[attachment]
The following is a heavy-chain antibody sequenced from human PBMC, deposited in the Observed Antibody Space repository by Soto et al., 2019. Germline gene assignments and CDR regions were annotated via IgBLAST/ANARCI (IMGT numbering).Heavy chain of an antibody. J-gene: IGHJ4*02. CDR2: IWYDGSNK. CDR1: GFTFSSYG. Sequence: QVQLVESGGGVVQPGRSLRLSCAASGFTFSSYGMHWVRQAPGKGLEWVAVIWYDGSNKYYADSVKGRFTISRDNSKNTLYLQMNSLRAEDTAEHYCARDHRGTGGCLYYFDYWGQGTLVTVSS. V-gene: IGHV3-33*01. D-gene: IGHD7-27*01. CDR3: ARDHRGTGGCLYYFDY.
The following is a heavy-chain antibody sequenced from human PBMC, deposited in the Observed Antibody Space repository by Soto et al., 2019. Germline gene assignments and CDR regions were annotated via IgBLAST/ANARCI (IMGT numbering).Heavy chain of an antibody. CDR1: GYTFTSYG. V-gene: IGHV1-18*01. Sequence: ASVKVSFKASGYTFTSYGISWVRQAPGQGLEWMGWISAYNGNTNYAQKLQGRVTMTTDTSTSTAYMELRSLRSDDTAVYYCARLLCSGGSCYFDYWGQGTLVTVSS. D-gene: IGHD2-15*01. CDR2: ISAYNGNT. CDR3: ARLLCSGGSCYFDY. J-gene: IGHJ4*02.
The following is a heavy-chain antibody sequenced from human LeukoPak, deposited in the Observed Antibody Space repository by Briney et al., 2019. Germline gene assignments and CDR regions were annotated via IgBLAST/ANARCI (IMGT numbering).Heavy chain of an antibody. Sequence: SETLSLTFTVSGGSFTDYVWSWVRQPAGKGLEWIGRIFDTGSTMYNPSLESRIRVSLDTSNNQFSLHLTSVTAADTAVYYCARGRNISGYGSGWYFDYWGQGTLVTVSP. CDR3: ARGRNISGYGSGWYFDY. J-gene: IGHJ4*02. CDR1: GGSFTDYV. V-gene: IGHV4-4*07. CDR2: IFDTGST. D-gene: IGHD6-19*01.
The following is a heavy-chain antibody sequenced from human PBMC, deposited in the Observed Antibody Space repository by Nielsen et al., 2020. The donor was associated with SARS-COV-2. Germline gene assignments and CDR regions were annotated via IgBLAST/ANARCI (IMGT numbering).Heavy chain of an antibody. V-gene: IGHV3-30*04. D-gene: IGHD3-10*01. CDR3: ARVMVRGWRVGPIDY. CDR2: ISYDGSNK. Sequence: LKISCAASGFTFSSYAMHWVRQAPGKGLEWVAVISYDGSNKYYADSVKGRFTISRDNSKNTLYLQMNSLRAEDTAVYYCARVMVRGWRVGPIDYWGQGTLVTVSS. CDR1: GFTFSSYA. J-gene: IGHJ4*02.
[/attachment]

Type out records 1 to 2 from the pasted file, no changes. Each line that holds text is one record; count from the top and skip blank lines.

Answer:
The following is a heavy-chain antibody sequenced from human PBMC, deposited in the Observed Antibody Space repository by Soto et al., 2019. Germline gene assignments and CDR regions were annotated via IgBLAST/ANARCI (IMGT numbering).Heavy chain of an antibody. J-gene: IGHJ4*02. CDR2: IWYDGSNK. CDR1: GFTFSSYG. Sequence: QVQLVESGGGVVQPGRSLRLSCAASGFTFSSYGMHWVRQAPGKGLEWVAVIWYDGSNKYYADSVKGRFTISRDNSKNTLYLQMNSLRAEDTAEHYCARDHRGTGGCLYYFDYWGQGTLVTVSS. V-gene: IGHV3-33*01. D-gene: IGHD7-27*01. CDR3: ARDHRGTGGCLYYFDY.
The following is a heavy-chain antibody sequenced from human PBMC, deposited in the Observed Antibody Space repository by Soto et al., 2019. Germline gene assignments and CDR regions were annotated via IgBLAST/ANARCI (IMGT numbering).Heavy chain of an antibody. CDR1: GYTFTSYG. V-gene: IGHV1-18*01. Sequence: ASVKVSFKASGYTFTSYGISWVRQAPGQGLEWMGWISAYNGNTNYAQKLQGRVTMTTDTSTSTAYMELRSLRSDDTAVYYCARLLCSGGSCYFDYWGQGTLVTVSS. D-gene: IGHD2-15*01. CDR2: ISAYNGNT. CDR3: ARLLCSGGSCYFDY. J-gene: IGHJ4*02.